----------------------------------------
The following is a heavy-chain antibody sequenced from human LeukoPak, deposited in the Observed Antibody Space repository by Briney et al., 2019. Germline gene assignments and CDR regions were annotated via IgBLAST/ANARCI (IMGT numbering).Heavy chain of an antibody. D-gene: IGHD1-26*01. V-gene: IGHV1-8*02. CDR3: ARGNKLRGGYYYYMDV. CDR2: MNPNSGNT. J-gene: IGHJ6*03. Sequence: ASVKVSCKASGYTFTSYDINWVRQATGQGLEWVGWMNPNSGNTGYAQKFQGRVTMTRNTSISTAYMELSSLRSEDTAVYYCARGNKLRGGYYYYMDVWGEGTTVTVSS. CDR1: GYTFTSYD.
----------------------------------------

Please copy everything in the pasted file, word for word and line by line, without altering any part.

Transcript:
The following is a heavy-chain antibody sequenced from human LeukoPak, deposited in the Observed Antibody Space repository by Briney et al., 2019. Germline gene assignments and CDR regions were annotated via IgBLAST/ANARCI (IMGT numbering).Heavy chain of an antibody. D-gene: IGHD1-26*01. V-gene: IGHV1-8*02. CDR3: ARGNKLRGGYYYYMDV. CDR2: MNPNSGNT. J-gene: IGHJ6*03. Sequence: ASVKVSCKASGYTFTSYDINWVRQATGQGLEWVGWMNPNSGNTGYAQKFQGRVTMTRNTSISTAYMELSSLRSEDTAVYYCARGNKLRGGYYYYMDVWGEGTTVTVSS. CDR1: GYTFTSYD.